|Overview of R&D Trends (continued)|
| Emerging R&D Issues
Though two among many, the issues of counter-terrorism and earmarks emerged to occupy more prominent spots on the R&D policy agenda in 2001. Interest in counter-terrorism soared after the September 11 terrorist attacks. Interest in R&D related to counter-terrorism also jumped as policymakers asked what the R&D community could do to help the nation recover from the attacks and to prevent any such future attacks. Earmarks continued to be of concern to those interested in R&D policy because of their attendant implications for the federal research budget and the practice of peer-reviewed science. This section provides a brief overview of these emerging R&D issues.
In response to the terrorist attacks of September 11 and anthrax attacks through the U.S. mail, Congress and President Bush approved $1.5 billion for terrorism-related R&D in FY 2002 appropriations, nearly triple the FY 2001 funding level. Federal counter-terrorism R&D, funded by 11 different federal agencies, increases 156.5 percent over FY 2001 to reach $1.5 billion, up from $579 million (see Table A and Figure 2). This compares with $555 million, a cut from FY 2001, that the Bush Administration requested in its FY 2002 budget proposal prepared before the September 11 attacks. Roughly half the final $1.5 billion comes from regular FY 2002 appropriations, and half from emergency appropriations out of a $40 billion post-September 11 emergency response fund.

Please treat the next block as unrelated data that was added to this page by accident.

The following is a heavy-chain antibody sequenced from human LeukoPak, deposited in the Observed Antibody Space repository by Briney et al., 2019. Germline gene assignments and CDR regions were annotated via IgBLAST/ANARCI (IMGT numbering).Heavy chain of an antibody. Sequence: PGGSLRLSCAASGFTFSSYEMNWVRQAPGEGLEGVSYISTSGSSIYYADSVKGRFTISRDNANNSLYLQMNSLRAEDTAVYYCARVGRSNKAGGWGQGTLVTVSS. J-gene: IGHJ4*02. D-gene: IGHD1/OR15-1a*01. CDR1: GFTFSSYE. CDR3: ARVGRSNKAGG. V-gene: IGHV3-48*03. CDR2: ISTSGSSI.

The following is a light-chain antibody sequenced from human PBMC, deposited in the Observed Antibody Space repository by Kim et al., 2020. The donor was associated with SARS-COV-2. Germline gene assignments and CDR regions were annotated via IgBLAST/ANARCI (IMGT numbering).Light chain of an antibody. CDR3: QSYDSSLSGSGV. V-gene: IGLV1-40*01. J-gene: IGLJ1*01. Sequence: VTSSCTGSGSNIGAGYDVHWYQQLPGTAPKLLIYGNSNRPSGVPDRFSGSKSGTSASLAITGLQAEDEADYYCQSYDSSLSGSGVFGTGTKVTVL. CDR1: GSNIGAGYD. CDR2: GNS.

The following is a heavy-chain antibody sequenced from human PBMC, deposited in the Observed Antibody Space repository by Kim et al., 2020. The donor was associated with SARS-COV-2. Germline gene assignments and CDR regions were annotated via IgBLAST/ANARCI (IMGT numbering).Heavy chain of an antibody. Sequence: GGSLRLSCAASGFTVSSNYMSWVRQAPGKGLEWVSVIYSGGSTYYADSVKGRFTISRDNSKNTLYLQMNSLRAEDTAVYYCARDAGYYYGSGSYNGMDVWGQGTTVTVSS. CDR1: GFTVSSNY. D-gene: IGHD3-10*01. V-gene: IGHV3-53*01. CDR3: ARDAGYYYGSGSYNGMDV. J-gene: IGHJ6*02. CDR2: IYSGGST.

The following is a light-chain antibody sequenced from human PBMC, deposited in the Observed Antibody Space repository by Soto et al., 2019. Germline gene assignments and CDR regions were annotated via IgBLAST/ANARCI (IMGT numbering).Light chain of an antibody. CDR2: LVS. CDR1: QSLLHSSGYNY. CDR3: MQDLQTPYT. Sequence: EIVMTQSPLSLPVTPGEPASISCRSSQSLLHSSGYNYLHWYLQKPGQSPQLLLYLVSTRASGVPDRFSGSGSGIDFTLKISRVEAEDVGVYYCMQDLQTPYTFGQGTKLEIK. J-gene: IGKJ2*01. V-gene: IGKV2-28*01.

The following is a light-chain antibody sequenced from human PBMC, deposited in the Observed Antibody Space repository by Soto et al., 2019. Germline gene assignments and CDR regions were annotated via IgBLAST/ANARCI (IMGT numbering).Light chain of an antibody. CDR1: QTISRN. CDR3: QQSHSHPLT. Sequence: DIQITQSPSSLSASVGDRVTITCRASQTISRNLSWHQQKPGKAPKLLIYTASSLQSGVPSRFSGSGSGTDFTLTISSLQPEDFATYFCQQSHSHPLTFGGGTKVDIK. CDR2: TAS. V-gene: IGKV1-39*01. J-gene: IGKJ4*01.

Figure 2. (click on the image to view or download a full-page PDF version of the chart)
In August, before the September 11 terrorist attacks, OMB released its annual report to Congress on combating terrorism. Included in the report was an inventory of federal spending on R&D related to combating terrorism, including spending on R&D to defend against weapons of mass destruction. Table A shows federal funding for counter-terrorism R&D in FY 2000 and FY 2001 from that report. The FY 2002 data reflect AAAS estimates of R&D in final FY 2002 appropriations bills based on OMB data for the FY 2002 request.
Counter-terrorism R&D is part of a broader, federal effort against terrorism that totaled $10 billion in FY 2001 and may be double that amount or more in FY 2002 when all the regular and emergency appropriations are added up. It remains to be seen how much of the FY 2002 emergency R&D funding will become a more-permanent part of agencies' R&D portfolios in a longer war against terrorism, and how much will be a one-time appropriation responding to the unique circumstances of this year. The first indication of the longer-term trend in counter-terrorism R&D should be known in February 2002 with the release of the FY 2003 budget request. (For the full AAAS analysis of counter-terrorism R&D in FY 2002, please click here for the PDF report.)